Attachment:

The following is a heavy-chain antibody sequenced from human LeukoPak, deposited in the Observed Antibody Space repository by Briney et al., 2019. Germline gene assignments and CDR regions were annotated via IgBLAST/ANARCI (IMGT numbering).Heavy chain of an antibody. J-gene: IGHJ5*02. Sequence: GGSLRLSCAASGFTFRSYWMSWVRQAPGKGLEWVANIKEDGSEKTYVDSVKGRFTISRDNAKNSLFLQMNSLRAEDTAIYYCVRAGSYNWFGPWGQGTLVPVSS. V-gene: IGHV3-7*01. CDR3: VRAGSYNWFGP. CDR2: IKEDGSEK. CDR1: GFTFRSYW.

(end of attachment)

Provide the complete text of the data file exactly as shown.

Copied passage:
The following is a heavy-chain antibody sequenced from human LeukoPak, deposited in the Observed Antibody Space repository by Briney et al., 2019. Germline gene assignments and CDR regions were annotated via IgBLAST/ANARCI (IMGT numbering).Heavy chain of an antibody. J-gene: IGHJ5*02. Sequence: GGSLRLSCAASGFTFRSYWMSWVRQAPGKGLEWVANIKEDGSEKTYVDSVKGRFTISRDNAKNSLFLQMNSLRAEDTAIYYCVRAGSYNWFGPWGQGTLVPVSS. V-gene: IGHV3-7*01. CDR3: VRAGSYNWFGP. CDR2: IKEDGSEK. CDR1: GFTFRSYW.